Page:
Creating a heritage trail
A useful thing (among many) that Heritage Open Days can bring out is linking buildings and creating trails of heritage. This is done either by the history hungry punter selecting their desired scope of places to visit over Heritage Open Days, or by local organisers putting together their heritage links for people to enjoy.
Visitors’ pick 'n' mix
The array of local events put on by groups, civic societies or local authorities can offer a stimulating range of types of places to visit. At a recent networking forum, Steve Parle from Didsbury Civic Society talked about their varied programme of property openings in south Manchester. We also got a taster of their guided and self-guided tours, linking their heritage into a delightful trail with lots of ‘I’ve never seen that before’ moments.
For those in and around Gosport, their Heritage Open Days is shaping up to give people a huge amount of choice for DIY trails. As Gosport organiser David Taylor revealed on my RedShift Radio show, they are expecting to open up between fifty and seventy diverse locations for this year’s event.
Making use of the Heritage Open Days online directory, which goes live in mid-July, and locally produced event programmes, those eager to indulge in the smorgasbord of historic and heritage choices are able to build an itinerary as packed or as relaxed as they wish. All tailored to personal interest.
I remember fondly my own Heritage Open Days trip to Sale, south Manchester in 2010. I linked together a dovecote, cemetery and a church, all staffed by different groups. The dovecote was originally moved from somewhere else into the wonderful Walkden Gardens (something of a suburban Biddulph Grange in my opnion); we then headed for a guided tour of Brooklands Cemetery led by Sale Civic Society and sealed by a look into St Paul’s in Sale with a cupcake and cuppa. The scientist J P Joule had his pew here before his name was immortalised as the unit of energy. Next time you look on food packing and see ‘kJ’ - the ‘J’ is for Joule.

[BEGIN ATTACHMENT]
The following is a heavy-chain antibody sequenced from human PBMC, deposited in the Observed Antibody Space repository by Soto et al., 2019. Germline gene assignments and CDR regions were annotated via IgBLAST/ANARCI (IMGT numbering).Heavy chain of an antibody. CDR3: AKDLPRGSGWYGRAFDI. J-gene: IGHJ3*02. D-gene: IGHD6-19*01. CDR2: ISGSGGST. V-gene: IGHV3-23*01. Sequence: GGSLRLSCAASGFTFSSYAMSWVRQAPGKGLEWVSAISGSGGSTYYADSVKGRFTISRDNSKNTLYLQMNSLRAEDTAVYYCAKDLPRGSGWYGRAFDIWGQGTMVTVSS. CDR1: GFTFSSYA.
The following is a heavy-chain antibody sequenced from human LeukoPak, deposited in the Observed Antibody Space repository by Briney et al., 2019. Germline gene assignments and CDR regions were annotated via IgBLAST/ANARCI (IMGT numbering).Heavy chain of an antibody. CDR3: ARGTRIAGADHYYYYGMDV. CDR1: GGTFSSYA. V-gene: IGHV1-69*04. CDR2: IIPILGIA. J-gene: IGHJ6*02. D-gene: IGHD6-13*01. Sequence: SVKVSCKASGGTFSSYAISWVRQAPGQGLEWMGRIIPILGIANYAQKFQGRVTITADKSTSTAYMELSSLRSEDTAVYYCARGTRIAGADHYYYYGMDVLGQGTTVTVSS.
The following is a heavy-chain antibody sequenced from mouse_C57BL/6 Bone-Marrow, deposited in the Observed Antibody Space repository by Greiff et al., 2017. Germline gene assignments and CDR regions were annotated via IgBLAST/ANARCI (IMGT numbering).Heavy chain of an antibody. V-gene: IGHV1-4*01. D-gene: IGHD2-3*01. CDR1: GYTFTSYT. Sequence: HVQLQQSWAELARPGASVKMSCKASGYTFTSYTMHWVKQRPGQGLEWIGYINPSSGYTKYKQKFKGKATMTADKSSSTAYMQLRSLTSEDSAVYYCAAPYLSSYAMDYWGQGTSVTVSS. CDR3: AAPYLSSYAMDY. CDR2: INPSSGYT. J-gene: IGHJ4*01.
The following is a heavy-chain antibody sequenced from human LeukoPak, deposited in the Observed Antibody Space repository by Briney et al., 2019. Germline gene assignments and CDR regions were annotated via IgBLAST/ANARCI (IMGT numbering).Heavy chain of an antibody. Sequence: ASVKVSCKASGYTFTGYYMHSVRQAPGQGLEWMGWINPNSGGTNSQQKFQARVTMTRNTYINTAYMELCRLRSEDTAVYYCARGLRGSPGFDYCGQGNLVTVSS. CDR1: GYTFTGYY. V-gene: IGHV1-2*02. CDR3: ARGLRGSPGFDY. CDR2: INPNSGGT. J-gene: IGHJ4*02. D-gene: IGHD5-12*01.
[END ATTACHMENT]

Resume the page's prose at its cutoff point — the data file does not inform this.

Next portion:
Creating a trail for visitors
Creating a trail for visitors, as a guided, or self-guided tour, is actually a very easy thing to do. And it does make sense if you want to direct people's attention to more than one place of interest, whether or not open over Heritage Open Days. My fellow blogger Lucie Thacker wrote a post about the benefits of creating clusters, which I can highly recommend.
Linking buildings and places together can be done by similarity of buildings (e.g. all of a certain period or style, by a certain architect or a similar function), contrast, variety of stories to tell, and whatever theme leaps up to be the thread by which to stitch a trail together. The fact that buildings being in the same town is enough to give common ground for a trail. When organised in an accessible, methodical way, the visitor can readily engage with the desired places. Children may need an extra incentive though - think along the line of a treasure hunt.
Outside Heritage Open Days, there is a tour of uninteresting objects in Manchester which actually sounds remarkably interesting. That’s creative ingenuity, and a trail example that demonstrates that you can create a tour on just about any theme! And fellow blogger Jim Herbert from Northumberland Council recently pointed out an interesting project developed by young people in Amble. AmbleGPX is a treasure hunt that combines online interaction with real world discovery. It shows that you can mix all kinds of media to link up places and encourage exploration in different ways.
If you decide to create a guided trail and need to brush up on your tour-guiding skills, you may find my post on guiding tours that people enjoy helpful too.
Examples from my portfolio
Which brings me to my own experience as a tour guide. Apart from straightforward “this is the story of this place” tours, my tours link heritage through a lense of the paranormal and mystical in ghost tours and the macabre through a grimey history tour.
This September for Heritage Open Days I will be putting four of my tours up for grabs, each with its own selected place and theme. In Crewe it will be my Victorian Accidents Murders and Prostitution tour and Heritage Lost, History Discovered tour. My Crewe Station tour engages the history and mystery of the famed railway junction (in its175th anniversary year in 2012), and the Nantwich Ghost Tour groups the Tudor buildings, Civil War happenings and the town’s Great Fire into a creepy exploration of heritage. To get an idea of what I do you can read Bill Pearson's blog who wrote a post after coming on a couple of my Crewe tours over Heritage Open Days 2011.
Do you feel inspired to create or follow a trail of buildings and history yourself?